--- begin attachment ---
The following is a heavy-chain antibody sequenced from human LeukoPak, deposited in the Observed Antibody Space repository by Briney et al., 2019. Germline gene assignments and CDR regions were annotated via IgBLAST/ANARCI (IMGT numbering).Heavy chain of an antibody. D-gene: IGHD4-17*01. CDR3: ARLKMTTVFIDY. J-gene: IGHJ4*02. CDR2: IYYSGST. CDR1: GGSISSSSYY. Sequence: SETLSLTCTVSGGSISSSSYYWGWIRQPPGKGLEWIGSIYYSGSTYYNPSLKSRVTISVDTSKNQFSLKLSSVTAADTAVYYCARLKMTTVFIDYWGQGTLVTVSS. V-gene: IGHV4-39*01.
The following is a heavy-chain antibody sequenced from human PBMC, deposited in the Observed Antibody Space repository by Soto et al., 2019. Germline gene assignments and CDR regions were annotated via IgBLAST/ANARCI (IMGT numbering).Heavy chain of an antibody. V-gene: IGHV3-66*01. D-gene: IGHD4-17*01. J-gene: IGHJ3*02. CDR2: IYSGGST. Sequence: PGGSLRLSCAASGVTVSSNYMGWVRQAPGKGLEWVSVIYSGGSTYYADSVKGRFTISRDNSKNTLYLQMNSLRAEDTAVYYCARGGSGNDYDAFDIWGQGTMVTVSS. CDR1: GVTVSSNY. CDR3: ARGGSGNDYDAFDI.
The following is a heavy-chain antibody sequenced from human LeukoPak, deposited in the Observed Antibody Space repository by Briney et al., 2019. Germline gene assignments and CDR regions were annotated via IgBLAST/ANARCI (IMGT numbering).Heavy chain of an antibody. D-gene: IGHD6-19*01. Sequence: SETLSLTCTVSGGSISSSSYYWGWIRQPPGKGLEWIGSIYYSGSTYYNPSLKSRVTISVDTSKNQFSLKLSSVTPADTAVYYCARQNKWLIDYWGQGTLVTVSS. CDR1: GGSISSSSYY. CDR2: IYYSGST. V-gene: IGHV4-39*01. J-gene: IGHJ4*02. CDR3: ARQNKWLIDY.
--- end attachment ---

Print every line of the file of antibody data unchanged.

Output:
The following is a heavy-chain antibody sequenced from human LeukoPak, deposited in the Observed Antibody Space repository by Briney et al., 2019. Germline gene assignments and CDR regions were annotated via IgBLAST/ANARCI (IMGT numbering).Heavy chain of an antibody. D-gene: IGHD4-17*01. CDR3: ARLKMTTVFIDY. J-gene: IGHJ4*02. CDR2: IYYSGST. CDR1: GGSISSSSYY. Sequence: SETLSLTCTVSGGSISSSSYYWGWIRQPPGKGLEWIGSIYYSGSTYYNPSLKSRVTISVDTSKNQFSLKLSSVTAADTAVYYCARLKMTTVFIDYWGQGTLVTVSS. V-gene: IGHV4-39*01.
The following is a heavy-chain antibody sequenced from human PBMC, deposited in the Observed Antibody Space repository by Soto et al., 2019. Germline gene assignments and CDR regions were annotated via IgBLAST/ANARCI (IMGT numbering).Heavy chain of an antibody. V-gene: IGHV3-66*01. D-gene: IGHD4-17*01. J-gene: IGHJ3*02. CDR2: IYSGGST. Sequence: PGGSLRLSCAASGVTVSSNYMGWVRQAPGKGLEWVSVIYSGGSTYYADSVKGRFTISRDNSKNTLYLQMNSLRAEDTAVYYCARGGSGNDYDAFDIWGQGTMVTVSS. CDR1: GVTVSSNY. CDR3: ARGGSGNDYDAFDI.
The following is a heavy-chain antibody sequenced from human LeukoPak, deposited in the Observed Antibody Space repository by Briney et al., 2019. Germline gene assignments and CDR regions were annotated via IgBLAST/ANARCI (IMGT numbering).Heavy chain of an antibody. D-gene: IGHD6-19*01. Sequence: SETLSLTCTVSGGSISSSSYYWGWIRQPPGKGLEWIGSIYYSGSTYYNPSLKSRVTISVDTSKNQFSLKLSSVTPADTAVYYCARQNKWLIDYWGQGTLVTVSS. CDR1: GGSISSSSYY. CDR2: IYYSGST. V-gene: IGHV4-39*01. J-gene: IGHJ4*02. CDR3: ARQNKWLIDY.